A Brief History
On August 26, 1444, the Battle of St. Jakob an der Birs was fought between an army of mercenaries representing France against a much smaller force of pikemen from the Old Swiss Confederacy. The battle was part of the Old Zürich War, fought between 1440 and 1446.
The Old Zurich War was one of the many wars fought in Europe regarding the rights to succession when a ruling member of the nobility died, in this case Count Friedrich VII of Toggenburg, who died in 1436. The Toggenburg lands, which include Zurich, were contested along with other Swiss Cantons as the Count had not left an heir or even a will regarding succession. The fighting spread beyond the Swiss Confederacy to surrounding countries when the Canton of Zurich went to war with other Cantons. Zurich responded to the aggression of its neighboring Cantons by seeking an alliance with with Frederick III, Holy Roman Emperor of the house of Habsburg. Frederick in turn sought the assistance of King Charles VII of France (r. 1422-1461), who saw an opportunity to get some troublesome Armagnac mercenaries out of France. (The Armagnac political movement in France was somewhat of a constant threat to the stability of the reign of Charles VII.) Charles sent a large force of 30,000 mercenaries under the command of his heir, the Dauphin via Basel, the future King Louis XI (r. 1461-1483) to relieve the plight of Zurich’s defenders against the coalition of other Swiss forces that were besieging Zurich.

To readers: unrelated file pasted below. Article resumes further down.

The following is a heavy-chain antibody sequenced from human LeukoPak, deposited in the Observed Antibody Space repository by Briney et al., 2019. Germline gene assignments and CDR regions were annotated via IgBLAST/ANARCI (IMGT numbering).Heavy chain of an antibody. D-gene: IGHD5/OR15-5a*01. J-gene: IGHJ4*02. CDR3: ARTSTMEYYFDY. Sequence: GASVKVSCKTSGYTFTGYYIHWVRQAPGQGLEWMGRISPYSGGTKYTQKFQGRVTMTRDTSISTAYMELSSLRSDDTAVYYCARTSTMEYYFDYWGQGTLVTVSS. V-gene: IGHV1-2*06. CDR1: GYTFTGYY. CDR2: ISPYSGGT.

The Battle of St. Jakob an der Birs was a disproportionate mismatch between the huge army of the Dauphin against a mere 1300 to 1500 Swiss pikemen. The pikemen formed into the prickly and almost impenetrable formation of 3 separate boxes called “Pike Squares,” a close formation with the pointy ends of the spears facing outward presenting a formidable barrier to any attackers. Attack the French did, and repeated cavalry charges failed to break the Swiss pikemen’s formations. Eventually, the weight of numbers wore down the valiant Swiss, and the pikemen were killed virtually to a man. The Armagnac force also suffered heavy losses, about 2000 killed. The battle waged by the young Swiss force became legendary, as the brave outnumbered army fought fiercely to a fault, to the point of ripping out arrows and crossbow bolts from their own bodies and continuing the fight, sometimes even after having their own hands chopped off!
Although the Swiss army, mostly from the Canton of Bern, had been annihilated, they had sold their lives so dearly that the larger force was actually turned back, the Dauphin being dismayed by the heavy casualties his army had suffered against so few defenders. Compelled to complete a peace treaty with the Swiss, the French force turned around and left for France, leaving the Swiss alliance of Cantons against Zurich to ultimately win the war.
Similar to the better known Battle of Thermopylae, the smaller Swiss force that fought a desperate and impossible battle against a greatly numerically superior force has been transformed into a legendary example of a doomed underdog force fighting with incredible bravery, losing the day but providing the basis for eventual victory. The Battle of St. Jakob an der Birs thus enters Swiss folklore and serves as a prime example of the fighting spirit of the Swiss people.
Question for students (and subscribers): What other battles can you think of where a small force doomed to lose fought a magnificent fight? Please let us know in the comments section below this article.
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For more information, please see…
O’Dea, Clare. The Naked Swiss: A Nation Behind 10 Myths. Schwabe AG, Bergli Books, 2016.
Steves, Rick. Rick Steves Switzerland. Rick Steves, 2018.
The featured image in this article, a photograph by Paebi of a painting depicting the Battle of St. Jakob an der Birs, is licensed under the Creative Commons Attribution-Share Alike 4.0 International license.